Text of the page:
Share This Page

Researchers figure how athletes hit balls when they don't have time to react

| Thursday, May 9, 2013, 6:36 p.m.

The human brain is far slower than a major league fastball or a blistering tennis serve — but it has figured out a workaround.

New research by University of California, Berkeley scientists solves a puzzle that has long mystified anyone who has watched, in awe, as elite athletes respond to incoming balls that can surpass 90 mph.

The brain perceives speeding objects as farther along in their trajectory than seen by the eyes, giving us time to respond, according to research by Gerrit Maus, lead author of a paper published in Wednesday's issue of the journal Neuron.

This clever adjustment — compensating for the sluggish route from the eyes to neural decision-making — “is a sophisticated prediction mechanism,” he said.

“As soon as the brain knows something is moving, it pushes the position of the object moving forward, so there's a more accurate measure of where this object actually is,” Maus said.

This is useful in survival situations far more important than sports — such as when we're crossing a street in front of a speeding car.

Former Yankees catcher Yogi Berra pondered the mystery, once asking: “How can you think and hit at the same time?”

You can't, because there's not time for both.

“But you don't need to think about it, because the brain does it automatically,” Maus said.

At the average major league speed of 90 mph, a baseball leaves the pitcher's hand and travels 56 feet to home plate in just 0.4 seconds, or 400 milliseconds.

Tennis is even faster. Last May, courtside radar guns measured a serve by British player Samuel Groth at 163 mph.

In that split second, there's a lot of work for the body to do. Eyes must find the ball. The sensory cells in the retina determine its speed and rush this information to the brain. Then the brain sends messages through the spinal cord that tell muscles in the arms and legs to respond.

“By time the brain receives the information, it's already out of date,” Maus said.

TribLIVE commenting policy

You are solely responsible for your comments and by using TribLive.com you agree to our Terms of Service.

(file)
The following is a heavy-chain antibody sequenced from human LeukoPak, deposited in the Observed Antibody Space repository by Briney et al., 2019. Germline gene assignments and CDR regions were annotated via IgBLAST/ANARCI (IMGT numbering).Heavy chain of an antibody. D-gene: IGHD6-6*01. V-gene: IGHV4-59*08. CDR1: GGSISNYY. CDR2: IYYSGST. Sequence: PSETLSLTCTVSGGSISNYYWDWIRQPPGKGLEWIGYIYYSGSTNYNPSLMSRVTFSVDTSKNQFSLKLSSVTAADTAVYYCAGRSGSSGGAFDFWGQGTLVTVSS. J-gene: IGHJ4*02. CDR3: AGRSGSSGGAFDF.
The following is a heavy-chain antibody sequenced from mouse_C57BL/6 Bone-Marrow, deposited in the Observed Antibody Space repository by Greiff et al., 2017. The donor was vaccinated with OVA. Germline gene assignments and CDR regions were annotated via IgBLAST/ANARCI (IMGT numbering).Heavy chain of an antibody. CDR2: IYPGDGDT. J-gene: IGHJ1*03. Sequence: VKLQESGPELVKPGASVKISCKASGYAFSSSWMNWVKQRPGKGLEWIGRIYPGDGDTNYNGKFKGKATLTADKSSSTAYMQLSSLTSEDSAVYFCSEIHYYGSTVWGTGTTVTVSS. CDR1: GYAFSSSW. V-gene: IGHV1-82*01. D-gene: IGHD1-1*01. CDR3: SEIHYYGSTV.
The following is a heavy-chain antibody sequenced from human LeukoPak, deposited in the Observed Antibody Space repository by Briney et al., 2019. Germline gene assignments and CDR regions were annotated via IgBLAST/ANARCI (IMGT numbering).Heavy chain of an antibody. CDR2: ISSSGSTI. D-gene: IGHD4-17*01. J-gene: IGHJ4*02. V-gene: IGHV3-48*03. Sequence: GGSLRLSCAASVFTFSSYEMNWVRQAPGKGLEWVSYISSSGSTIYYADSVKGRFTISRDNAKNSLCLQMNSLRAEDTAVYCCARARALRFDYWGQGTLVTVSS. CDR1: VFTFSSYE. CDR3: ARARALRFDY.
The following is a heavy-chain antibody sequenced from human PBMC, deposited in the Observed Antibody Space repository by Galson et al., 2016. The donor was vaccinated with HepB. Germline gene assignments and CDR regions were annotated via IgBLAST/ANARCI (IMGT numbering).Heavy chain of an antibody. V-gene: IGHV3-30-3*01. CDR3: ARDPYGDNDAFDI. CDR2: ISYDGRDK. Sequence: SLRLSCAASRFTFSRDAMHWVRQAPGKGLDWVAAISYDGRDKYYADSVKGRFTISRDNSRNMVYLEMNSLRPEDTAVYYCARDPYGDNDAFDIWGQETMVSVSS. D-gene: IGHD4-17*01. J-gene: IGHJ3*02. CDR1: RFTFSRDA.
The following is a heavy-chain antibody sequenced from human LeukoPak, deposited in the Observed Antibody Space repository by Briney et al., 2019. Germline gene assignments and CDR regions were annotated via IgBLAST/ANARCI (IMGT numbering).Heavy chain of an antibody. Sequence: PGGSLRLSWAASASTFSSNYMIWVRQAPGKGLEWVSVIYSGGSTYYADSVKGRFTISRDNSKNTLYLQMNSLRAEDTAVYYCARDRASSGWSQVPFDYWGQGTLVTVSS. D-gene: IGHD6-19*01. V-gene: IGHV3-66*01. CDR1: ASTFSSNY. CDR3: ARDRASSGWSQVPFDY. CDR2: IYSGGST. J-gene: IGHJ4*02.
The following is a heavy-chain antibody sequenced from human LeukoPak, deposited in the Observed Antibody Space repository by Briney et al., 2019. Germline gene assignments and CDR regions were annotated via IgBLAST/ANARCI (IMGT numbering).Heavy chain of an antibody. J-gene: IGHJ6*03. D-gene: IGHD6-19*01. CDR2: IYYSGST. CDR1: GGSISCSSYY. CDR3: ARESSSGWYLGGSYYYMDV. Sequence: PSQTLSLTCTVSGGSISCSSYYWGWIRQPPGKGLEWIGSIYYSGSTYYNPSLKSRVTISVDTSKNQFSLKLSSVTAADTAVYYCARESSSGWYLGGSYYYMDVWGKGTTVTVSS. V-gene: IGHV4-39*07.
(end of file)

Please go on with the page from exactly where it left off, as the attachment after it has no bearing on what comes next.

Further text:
We moderate comments. Our goal is to provide substantive commentary for a general readership. By screening submissions, we provide a space where readers can share intelligent and informed commentary that enhances the quality of our news and information.

While most comments will be posted if they are on-topic and not abusive, moderating decisions are subjective. We will make them as carefully and consistently as we can. Because of the volume of reader comments, we cannot review individual moderation decisions with readers.

We value thoughtful comments representing a range of views that make their point quickly and politely. We make an effort to protect discussions from repeated comments either by the same reader or different readers

We follow the same standards for taste as the daily newspaper. A few things we won't tolerate: personal attacks, obscenity, vulgarity, profanity (including expletives and letters followed by dashes), commercial promotion, impersonations, incoherence, proselytizing and SHOUTING. Don't include URLs to Web sites.

We do not edit comments. They are either approved or deleted. We reserve the right to edit a comment that is quoted or excerpted in an article. In this case, we may fix spelling and punctuation.

We welcome strong opinions and criticism of our work, but we don't want comments to become bogged down with discussions of our policies and we will moderate accordingly.

We appreciate it when readers and people quoted in articles or blog posts point out errors of fact or emphasis and will investigate all assertions. But these suggestions should be sent via e-mail. To avoid distracting other readers, we won't publish comments that suggest a correction. Instead, corrections will be made in a blog post or in an article.